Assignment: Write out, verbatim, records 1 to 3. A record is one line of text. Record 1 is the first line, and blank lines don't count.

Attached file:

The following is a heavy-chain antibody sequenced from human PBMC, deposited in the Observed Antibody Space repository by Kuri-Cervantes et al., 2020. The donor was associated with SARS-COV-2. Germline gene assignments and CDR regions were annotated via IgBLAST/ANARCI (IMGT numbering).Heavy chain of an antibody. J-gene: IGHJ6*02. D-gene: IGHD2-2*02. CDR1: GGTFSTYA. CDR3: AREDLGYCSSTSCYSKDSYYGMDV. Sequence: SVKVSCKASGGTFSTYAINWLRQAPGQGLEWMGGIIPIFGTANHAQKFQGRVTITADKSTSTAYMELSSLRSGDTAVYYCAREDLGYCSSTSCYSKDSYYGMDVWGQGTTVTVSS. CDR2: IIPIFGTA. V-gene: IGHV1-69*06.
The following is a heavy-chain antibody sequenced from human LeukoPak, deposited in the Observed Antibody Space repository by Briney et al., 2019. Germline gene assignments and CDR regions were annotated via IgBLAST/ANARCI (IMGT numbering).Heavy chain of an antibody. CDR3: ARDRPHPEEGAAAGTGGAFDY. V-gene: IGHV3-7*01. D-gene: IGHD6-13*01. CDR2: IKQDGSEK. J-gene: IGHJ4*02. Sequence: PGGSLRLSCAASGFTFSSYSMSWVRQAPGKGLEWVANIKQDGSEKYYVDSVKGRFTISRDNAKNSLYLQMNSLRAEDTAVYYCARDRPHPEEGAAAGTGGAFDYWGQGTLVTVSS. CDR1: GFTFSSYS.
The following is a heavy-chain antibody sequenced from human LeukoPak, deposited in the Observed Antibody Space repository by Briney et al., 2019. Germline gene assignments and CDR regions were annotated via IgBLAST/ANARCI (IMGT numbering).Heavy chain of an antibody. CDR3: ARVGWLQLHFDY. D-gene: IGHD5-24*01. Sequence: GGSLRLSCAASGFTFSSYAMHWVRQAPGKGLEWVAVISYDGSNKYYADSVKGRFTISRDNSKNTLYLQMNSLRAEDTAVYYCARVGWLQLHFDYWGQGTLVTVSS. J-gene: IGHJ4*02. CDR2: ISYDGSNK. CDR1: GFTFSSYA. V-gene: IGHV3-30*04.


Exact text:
The following is a heavy-chain antibody sequenced from human PBMC, deposited in the Observed Antibody Space repository by Kuri-Cervantes et al., 2020. The donor was associated with SARS-COV-2. Germline gene assignments and CDR regions were annotated via IgBLAST/ANARCI (IMGT numbering).Heavy chain of an antibody. J-gene: IGHJ6*02. D-gene: IGHD2-2*02. CDR1: GGTFSTYA. CDR3: AREDLGYCSSTSCYSKDSYYGMDV. Sequence: SVKVSCKASGGTFSTYAINWLRQAPGQGLEWMGGIIPIFGTANHAQKFQGRVTITADKSTSTAYMELSSLRSGDTAVYYCAREDLGYCSSTSCYSKDSYYGMDVWGQGTTVTVSS. CDR2: IIPIFGTA. V-gene: IGHV1-69*06.
The following is a heavy-chain antibody sequenced from human LeukoPak, deposited in the Observed Antibody Space repository by Briney et al., 2019. Germline gene assignments and CDR regions were annotated via IgBLAST/ANARCI (IMGT numbering).Heavy chain of an antibody. CDR3: ARDRPHPEEGAAAGTGGAFDY. V-gene: IGHV3-7*01. D-gene: IGHD6-13*01. CDR2: IKQDGSEK. J-gene: IGHJ4*02. Sequence: PGGSLRLSCAASGFTFSSYSMSWVRQAPGKGLEWVANIKQDGSEKYYVDSVKGRFTISRDNAKNSLYLQMNSLRAEDTAVYYCARDRPHPEEGAAAGTGGAFDYWGQGTLVTVSS. CDR1: GFTFSSYS.
The following is a heavy-chain antibody sequenced from human LeukoPak, deposited in the Observed Antibody Space repository by Briney et al., 2019. Germline gene assignments and CDR regions were annotated via IgBLAST/ANARCI (IMGT numbering).Heavy chain of an antibody. CDR3: ARVGWLQLHFDY. D-gene: IGHD5-24*01. Sequence: GGSLRLSCAASGFTFSSYAMHWVRQAPGKGLEWVAVISYDGSNKYYADSVKGRFTISRDNSKNTLYLQMNSLRAEDTAVYYCARVGWLQLHFDYWGQGTLVTVSS. J-gene: IGHJ4*02. CDR2: ISYDGSNK. CDR1: GFTFSSYA. V-gene: IGHV3-30*04.